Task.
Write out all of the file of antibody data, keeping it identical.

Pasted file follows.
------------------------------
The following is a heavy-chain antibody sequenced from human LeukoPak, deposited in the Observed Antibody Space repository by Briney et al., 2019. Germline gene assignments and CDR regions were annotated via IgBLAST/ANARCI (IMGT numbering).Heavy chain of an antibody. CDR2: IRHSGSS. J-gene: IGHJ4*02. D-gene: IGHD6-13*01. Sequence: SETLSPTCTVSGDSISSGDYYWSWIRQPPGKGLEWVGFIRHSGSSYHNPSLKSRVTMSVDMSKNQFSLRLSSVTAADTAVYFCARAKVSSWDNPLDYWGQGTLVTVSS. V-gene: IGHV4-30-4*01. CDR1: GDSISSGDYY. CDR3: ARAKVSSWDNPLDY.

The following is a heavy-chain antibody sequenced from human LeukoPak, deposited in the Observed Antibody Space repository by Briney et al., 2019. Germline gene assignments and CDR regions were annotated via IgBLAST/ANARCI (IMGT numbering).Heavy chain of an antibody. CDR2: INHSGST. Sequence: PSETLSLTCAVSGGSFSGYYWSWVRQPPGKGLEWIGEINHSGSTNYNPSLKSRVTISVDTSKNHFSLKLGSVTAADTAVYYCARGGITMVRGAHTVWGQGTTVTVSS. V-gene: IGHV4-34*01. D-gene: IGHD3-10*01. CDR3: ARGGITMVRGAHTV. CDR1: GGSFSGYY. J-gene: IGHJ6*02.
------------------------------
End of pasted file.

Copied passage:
The following is a heavy-chain antibody sequenced from human LeukoPak, deposited in the Observed Antibody Space repository by Briney et al., 2019. Germline gene assignments and CDR regions were annotated via IgBLAST/ANARCI (IMGT numbering).Heavy chain of an antibody. CDR2: IRHSGSS. J-gene: IGHJ4*02. D-gene: IGHD6-13*01. Sequence: SETLSPTCTVSGDSISSGDYYWSWIRQPPGKGLEWVGFIRHSGSSYHNPSLKSRVTMSVDMSKNQFSLRLSSVTAADTAVYFCARAKVSSWDNPLDYWGQGTLVTVSS. V-gene: IGHV4-30-4*01. CDR1: GDSISSGDYY. CDR3: ARAKVSSWDNPLDY.

The following is a heavy-chain antibody sequenced from human LeukoPak, deposited in the Observed Antibody Space repository by Briney et al., 2019. Germline gene assignments and CDR regions were annotated via IgBLAST/ANARCI (IMGT numbering).Heavy chain of an antibody. CDR2: INHSGST. Sequence: PSETLSLTCAVSGGSFSGYYWSWVRQPPGKGLEWIGEINHSGSTNYNPSLKSRVTISVDTSKNHFSLKLGSVTAADTAVYYCARGGITMVRGAHTVWGQGTTVTVSS. V-gene: IGHV4-34*01. D-gene: IGHD3-10*01. CDR3: ARGGITMVRGAHTV. CDR1: GGSFSGYY. J-gene: IGHJ6*02.